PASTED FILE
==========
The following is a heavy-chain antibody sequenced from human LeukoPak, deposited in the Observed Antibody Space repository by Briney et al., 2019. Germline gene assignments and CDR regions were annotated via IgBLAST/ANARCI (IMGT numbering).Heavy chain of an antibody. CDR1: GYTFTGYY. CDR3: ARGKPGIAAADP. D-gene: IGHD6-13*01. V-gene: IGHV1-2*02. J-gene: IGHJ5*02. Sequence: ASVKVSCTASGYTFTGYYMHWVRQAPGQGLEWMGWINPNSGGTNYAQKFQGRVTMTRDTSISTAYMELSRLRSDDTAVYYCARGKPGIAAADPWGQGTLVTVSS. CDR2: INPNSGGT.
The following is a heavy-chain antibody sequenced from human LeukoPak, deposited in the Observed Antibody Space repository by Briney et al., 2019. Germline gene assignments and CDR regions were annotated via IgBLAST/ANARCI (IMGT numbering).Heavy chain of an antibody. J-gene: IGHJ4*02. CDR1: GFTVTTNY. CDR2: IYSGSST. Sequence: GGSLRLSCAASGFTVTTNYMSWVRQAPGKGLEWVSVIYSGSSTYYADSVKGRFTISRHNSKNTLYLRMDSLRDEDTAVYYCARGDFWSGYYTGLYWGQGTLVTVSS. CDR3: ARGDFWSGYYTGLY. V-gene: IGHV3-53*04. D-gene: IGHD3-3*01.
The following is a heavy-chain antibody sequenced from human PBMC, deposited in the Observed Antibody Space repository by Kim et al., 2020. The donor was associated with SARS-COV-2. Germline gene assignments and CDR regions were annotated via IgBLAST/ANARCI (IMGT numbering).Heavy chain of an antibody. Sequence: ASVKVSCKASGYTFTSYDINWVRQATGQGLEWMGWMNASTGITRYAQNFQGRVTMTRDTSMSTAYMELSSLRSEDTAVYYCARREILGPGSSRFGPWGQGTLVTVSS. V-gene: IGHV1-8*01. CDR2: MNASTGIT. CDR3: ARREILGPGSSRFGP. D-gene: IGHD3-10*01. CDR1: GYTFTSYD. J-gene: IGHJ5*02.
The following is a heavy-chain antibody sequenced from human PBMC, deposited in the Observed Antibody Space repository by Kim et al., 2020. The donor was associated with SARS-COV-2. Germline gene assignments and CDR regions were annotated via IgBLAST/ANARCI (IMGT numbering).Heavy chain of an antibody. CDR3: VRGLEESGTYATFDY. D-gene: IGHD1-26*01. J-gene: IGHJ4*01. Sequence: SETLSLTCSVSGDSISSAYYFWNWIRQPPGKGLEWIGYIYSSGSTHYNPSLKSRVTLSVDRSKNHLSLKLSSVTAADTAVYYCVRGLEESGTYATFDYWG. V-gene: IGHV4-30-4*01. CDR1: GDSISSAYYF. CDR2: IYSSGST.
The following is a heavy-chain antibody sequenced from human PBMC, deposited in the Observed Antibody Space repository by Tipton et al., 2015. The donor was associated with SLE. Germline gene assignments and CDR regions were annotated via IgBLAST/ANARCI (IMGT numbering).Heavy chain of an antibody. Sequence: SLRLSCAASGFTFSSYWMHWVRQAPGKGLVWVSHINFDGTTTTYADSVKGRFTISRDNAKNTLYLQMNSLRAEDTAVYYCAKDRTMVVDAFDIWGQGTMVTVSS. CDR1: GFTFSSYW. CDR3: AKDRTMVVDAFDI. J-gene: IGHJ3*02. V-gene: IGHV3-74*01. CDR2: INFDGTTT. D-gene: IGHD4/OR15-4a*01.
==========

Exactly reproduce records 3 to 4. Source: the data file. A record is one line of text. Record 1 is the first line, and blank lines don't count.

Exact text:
The following is a heavy-chain antibody sequenced from human PBMC, deposited in the Observed Antibody Space repository by Kim et al., 2020. The donor was associated with SARS-COV-2. Germline gene assignments and CDR regions were annotated via IgBLAST/ANARCI (IMGT numbering).Heavy chain of an antibody. Sequence: ASVKVSCKASGYTFTSYDINWVRQATGQGLEWMGWMNASTGITRYAQNFQGRVTMTRDTSMSTAYMELSSLRSEDTAVYYCARREILGPGSSRFGPWGQGTLVTVSS. V-gene: IGHV1-8*01. CDR2: MNASTGIT. CDR3: ARREILGPGSSRFGP. D-gene: IGHD3-10*01. CDR1: GYTFTSYD. J-gene: IGHJ5*02.
The following is a heavy-chain antibody sequenced from human PBMC, deposited in the Observed Antibody Space repository by Kim et al., 2020. The donor was associated with SARS-COV-2. Germline gene assignments and CDR regions were annotated via IgBLAST/ANARCI (IMGT numbering).Heavy chain of an antibody. CDR3: VRGLEESGTYATFDY. D-gene: IGHD1-26*01. J-gene: IGHJ4*01. Sequence: SETLSLTCSVSGDSISSAYYFWNWIRQPPGKGLEWIGYIYSSGSTHYNPSLKSRVTLSVDRSKNHLSLKLSSVTAADTAVYYCVRGLEESGTYATFDYWG. V-gene: IGHV4-30-4*01. CDR1: GDSISSAYYF. CDR2: IYSSGST.